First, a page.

Software Development Life Cycles
Software development life cycles are used to plan and manage the software development process, from the beginning through to the end of the process. Which model you may choose to use depends on a number of factors, including:
- The time-frame for development
- The size of the project
- The budget (also whether the budget is tightly fixed)
- The type of software being developed (e.g. GUI driven versus database driven)
- Whether the design of the final project can be accurately conceived at the Analysis phase.
- Whether final product is intended to be static or constantly added to.
Waterfall Model (1970 – )
Originally designed to cater for building physical engineer projects such as bridges and buildings, the model was adapted for software in the 1970s
- Large projects where the specification/requirements are unlikely to change
- Very easy to see where the project is up to / whether it is on track
- Easy to manage from the top down – clear responsibilities
- Not very useful in rapidly changing environments or where the end product is going to be constantly changing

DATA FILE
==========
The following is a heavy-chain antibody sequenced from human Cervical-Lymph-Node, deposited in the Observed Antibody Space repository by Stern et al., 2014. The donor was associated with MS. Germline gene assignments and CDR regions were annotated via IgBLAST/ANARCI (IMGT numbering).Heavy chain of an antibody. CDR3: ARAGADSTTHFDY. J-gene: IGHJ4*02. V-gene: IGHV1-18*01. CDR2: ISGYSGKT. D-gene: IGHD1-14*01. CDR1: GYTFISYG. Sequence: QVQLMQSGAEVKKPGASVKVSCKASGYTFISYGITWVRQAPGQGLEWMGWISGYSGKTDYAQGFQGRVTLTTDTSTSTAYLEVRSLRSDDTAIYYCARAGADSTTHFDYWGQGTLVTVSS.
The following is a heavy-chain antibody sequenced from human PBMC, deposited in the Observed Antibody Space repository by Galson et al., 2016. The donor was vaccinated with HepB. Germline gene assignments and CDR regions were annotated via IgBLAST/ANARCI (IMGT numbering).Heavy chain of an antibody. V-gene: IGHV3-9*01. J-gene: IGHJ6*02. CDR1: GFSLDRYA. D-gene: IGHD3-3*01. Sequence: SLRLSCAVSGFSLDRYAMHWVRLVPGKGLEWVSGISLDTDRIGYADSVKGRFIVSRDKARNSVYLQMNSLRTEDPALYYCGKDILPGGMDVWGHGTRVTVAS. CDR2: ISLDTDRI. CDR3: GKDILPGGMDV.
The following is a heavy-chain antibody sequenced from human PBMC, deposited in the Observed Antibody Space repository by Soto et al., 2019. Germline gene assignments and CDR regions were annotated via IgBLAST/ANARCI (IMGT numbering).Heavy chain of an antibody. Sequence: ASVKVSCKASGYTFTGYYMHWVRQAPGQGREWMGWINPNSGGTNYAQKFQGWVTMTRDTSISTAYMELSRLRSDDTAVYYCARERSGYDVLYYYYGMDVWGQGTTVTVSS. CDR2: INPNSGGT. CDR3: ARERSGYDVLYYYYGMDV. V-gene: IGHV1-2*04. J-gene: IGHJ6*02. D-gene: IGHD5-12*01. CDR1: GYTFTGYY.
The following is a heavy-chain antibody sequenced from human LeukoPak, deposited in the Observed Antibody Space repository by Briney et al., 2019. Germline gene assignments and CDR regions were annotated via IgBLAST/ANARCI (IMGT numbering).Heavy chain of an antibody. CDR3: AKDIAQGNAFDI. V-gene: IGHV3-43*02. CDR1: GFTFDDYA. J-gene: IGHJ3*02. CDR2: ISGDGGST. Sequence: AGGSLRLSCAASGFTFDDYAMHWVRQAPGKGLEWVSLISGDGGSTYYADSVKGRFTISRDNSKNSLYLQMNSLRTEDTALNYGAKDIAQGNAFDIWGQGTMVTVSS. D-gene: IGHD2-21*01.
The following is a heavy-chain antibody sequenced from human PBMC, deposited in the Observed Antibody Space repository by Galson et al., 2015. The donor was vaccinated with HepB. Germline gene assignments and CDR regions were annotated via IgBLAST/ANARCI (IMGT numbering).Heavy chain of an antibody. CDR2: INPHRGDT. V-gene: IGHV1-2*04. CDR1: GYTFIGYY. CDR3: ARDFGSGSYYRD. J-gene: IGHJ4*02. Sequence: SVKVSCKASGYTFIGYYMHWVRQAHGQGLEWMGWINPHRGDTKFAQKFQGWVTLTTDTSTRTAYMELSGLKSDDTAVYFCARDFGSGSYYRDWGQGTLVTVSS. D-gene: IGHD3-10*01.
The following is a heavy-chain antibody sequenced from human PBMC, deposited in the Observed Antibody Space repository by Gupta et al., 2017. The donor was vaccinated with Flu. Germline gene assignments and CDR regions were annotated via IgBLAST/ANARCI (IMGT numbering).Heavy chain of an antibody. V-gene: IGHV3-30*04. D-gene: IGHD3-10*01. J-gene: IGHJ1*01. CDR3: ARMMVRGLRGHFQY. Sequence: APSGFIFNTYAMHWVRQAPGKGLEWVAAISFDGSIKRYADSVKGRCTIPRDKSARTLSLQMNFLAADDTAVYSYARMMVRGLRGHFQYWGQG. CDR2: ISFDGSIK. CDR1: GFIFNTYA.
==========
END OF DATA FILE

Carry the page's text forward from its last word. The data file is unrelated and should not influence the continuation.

- Slow to implement – often 1 year plus
Iterative Development (Late 1970s + )
The iterative development model is an adaption of the waterfall model where initially only a subset of the full solution is initially created. Once this subset has been released the next iteration begins, each time round adding more components. The process doesn’t necessarily end.
Rapidly advancing technology, were the end product might not initially be known.
- Constant testing and user involvement means that the product should closely match user requirements
- Extra features can be added depending on the time remaining.
- Difficult to manage and to known how long before the final product will be ready.
Rapid Application Development ( 1990 – )
Note: CIE haven’t specified which version of the RAD model they are using so their specific model may differ from the one below.
The RAD process was a reaction to the limitations of traditional waterfall model development. The process is heavily prototype driven, with constant user and customer interaction required throughout the process.
- Great for small teams or where the system has a highly modular design where each component is independent.
- Particularly useful for GUI driven applications where constant user feedback is desirable.
- Quick to develop and implement
- Good involvement from the customer / user all through the process
- Highly flexible – great for new technology or where the the final product is unknown.
- A lack of control means it’s difficult to use with large projects/organisations.